Forever is a myth

Years ago we dreamed of renovating an old house.  We finally got the opportunity in 1995 when we bought a “gable and el” style home in Goffstown Village built in 1887.  When we bought it the listing sheet said it was 30-50 years old but I knew that couldn’t be true since the foundation was made almost entirely of giant granite stones and there was a huge piece of granite ledge that ran through the entire width of the basement.  I figure it was because there was no way in 1887 to remove it so the house was built right on top of it.  We went to the town hall and researched every deed to the house since it had been built.  That was how we found out the year 1887 which I then hung on the chimney in number tiles because I was so proud.  It had some really cool features even when we bought it.  There was a mahogany newell post with bullseyes and fluted trim that I stripped light blue paint off of and clear coated it so that it had a beautiful shine, that project alone took a week and I had a newborn at the time.  I look back now and cannot imagine it.  The floors were solid maple and just needed sanding.  A lot of renovation work had been done in the 50’s which is why the realtor thought that was when it was built.  The entire outside was covered with asbestos siding made to look like cedar shakes but underneath was real cedar clapboards that we revealed and painstakingly painted, yes a shade of Victorian rose.  I was really into pink at that point.  We bought found solid wood shutters in Brian’s grandmother’s basement that we painted a brown/pink shade called “nightjar” I still remember the paint name….wow.  We also found an old turned wood porch post there that we installed on our front porch painted the same as the shutters.  The kitchen was a 1950’s dream, gray,  formica countertops trimmed with aluminum, matching formica backsplash, a metal sink/cabinet that was about 4 feet wide.  We stripped all the formica out and installed a solid maple butcher block bar and new counters with matching maple bullnose edges.  The backsplash area had to have new sheetrock installed, it had been ruined by the adhesive from the formica.  We installed a new sink and had room for dishwasher next to it and built a cabinet that matched the others in the room all painted white.  Oh the bathroom!!!  There was a seafoam green enamel-over- iron tub and yellow wall tile!  All of that was removed and replaced with white, adding couple of mulberry colored accent tiles in the shower.  The wallpaper was a tiny Victorian rose print I saw in a magazine and then found on clearance locally, I was so excited!  ( I said I was into  pink back then!).  In the end, there wasn’t a surface of that house that I didn’t lay my hands on personally.  I enjoyed every minute of it, it was truly a labor of love and I learned a lot at the same time.  We lived there for 4 years and had only worked on our last project a matter of months before we sold it.  There was still so much I wanted to do but we had our reasons for moving out of state to start over in SC.  The main lesson I learned was that nothing is forever.  When we bought that house I was sure the kids would grow up there and probably our grandchildren would come there for Christmas, I thought it was forever and it was only 4 years.  The house we live in now is just a suburban subdivision house that I was never in love with and now I have lived in it longer than anywhere except when I lived with my parents.  12 years now.  So, nothing is forever and once you understand that and accept it, it’s very freeing.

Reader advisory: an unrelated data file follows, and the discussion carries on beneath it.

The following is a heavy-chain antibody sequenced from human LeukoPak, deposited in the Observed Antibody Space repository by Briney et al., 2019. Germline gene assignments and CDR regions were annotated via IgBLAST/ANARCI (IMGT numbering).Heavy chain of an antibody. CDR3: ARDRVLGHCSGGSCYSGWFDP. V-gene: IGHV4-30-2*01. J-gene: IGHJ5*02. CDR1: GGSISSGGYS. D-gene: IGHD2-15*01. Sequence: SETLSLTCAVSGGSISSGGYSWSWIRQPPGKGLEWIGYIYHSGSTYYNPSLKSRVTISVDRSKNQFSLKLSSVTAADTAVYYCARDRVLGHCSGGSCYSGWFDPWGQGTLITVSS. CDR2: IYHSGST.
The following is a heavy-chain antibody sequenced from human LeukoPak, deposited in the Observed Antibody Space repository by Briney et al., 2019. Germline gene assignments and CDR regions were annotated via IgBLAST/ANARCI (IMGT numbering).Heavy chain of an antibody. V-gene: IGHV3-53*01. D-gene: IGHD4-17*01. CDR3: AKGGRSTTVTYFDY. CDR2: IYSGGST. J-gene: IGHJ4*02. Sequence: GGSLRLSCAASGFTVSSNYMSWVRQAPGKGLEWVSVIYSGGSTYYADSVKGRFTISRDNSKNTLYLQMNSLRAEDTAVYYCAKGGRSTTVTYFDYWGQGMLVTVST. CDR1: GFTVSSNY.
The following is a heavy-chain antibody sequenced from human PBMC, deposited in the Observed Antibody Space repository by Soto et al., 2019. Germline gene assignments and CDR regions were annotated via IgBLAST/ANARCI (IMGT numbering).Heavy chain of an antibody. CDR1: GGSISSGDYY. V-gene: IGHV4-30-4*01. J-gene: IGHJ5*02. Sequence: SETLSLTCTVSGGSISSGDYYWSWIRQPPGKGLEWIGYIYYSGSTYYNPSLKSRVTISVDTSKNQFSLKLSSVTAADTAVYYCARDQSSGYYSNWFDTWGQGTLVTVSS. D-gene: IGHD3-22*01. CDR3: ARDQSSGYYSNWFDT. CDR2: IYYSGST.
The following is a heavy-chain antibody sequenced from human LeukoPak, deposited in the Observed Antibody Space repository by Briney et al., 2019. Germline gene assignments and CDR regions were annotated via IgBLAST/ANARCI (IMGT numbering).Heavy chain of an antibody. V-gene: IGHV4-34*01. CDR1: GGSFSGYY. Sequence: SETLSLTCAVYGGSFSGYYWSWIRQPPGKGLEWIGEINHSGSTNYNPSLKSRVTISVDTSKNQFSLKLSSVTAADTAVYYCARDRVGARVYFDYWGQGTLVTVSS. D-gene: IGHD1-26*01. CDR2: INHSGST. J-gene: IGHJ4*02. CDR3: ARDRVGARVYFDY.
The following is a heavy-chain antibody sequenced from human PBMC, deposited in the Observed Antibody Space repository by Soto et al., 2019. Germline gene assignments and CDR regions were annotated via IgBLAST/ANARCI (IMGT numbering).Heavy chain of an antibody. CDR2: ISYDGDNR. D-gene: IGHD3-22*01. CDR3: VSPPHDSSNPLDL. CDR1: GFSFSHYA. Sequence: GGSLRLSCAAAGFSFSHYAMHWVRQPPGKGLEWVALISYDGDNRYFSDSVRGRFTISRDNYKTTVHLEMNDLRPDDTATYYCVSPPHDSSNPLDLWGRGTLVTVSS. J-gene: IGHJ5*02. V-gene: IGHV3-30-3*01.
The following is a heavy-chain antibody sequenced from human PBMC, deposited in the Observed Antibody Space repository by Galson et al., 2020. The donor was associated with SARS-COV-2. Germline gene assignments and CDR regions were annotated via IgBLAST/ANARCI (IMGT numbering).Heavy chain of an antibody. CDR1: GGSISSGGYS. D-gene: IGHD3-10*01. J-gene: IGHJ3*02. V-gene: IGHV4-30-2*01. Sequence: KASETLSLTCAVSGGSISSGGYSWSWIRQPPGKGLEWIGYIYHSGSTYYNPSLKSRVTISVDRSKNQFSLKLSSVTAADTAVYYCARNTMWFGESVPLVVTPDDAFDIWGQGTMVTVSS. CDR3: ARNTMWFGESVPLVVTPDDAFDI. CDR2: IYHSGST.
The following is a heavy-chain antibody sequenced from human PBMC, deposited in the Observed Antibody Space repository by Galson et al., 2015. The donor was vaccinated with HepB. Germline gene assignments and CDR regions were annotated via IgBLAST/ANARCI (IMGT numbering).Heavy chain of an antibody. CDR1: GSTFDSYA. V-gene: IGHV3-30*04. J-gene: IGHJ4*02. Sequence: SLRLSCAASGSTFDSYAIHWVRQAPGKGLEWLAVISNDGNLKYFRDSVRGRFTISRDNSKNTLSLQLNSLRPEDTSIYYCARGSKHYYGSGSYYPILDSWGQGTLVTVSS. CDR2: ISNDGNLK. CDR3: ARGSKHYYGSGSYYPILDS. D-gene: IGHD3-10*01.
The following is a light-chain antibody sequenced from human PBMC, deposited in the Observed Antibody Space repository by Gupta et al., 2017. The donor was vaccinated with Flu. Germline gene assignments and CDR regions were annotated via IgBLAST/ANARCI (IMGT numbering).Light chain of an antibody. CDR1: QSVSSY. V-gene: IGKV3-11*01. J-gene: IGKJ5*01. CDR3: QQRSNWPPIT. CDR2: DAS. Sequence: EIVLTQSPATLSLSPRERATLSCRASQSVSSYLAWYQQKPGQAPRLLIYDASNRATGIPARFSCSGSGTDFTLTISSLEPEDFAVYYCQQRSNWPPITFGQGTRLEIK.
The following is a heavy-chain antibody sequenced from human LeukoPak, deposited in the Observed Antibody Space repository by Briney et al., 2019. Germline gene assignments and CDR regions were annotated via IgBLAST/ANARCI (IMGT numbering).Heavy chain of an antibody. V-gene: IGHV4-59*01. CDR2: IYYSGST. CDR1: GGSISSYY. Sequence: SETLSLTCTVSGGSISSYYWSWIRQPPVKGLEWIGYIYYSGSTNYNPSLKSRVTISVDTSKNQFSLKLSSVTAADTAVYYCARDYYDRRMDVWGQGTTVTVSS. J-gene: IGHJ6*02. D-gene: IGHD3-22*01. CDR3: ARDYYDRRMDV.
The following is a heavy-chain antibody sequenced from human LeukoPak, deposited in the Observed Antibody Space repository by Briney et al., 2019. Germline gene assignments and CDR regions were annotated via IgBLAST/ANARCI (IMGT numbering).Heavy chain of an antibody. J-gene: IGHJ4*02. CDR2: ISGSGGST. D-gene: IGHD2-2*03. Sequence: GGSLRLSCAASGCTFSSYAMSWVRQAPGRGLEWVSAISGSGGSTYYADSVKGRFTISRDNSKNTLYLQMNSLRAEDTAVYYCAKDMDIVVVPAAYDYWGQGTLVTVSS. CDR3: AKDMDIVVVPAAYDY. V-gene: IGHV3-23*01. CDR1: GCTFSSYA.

This is a link to with an old aerial view of the house, looks like it was before we even started work on it years ago.


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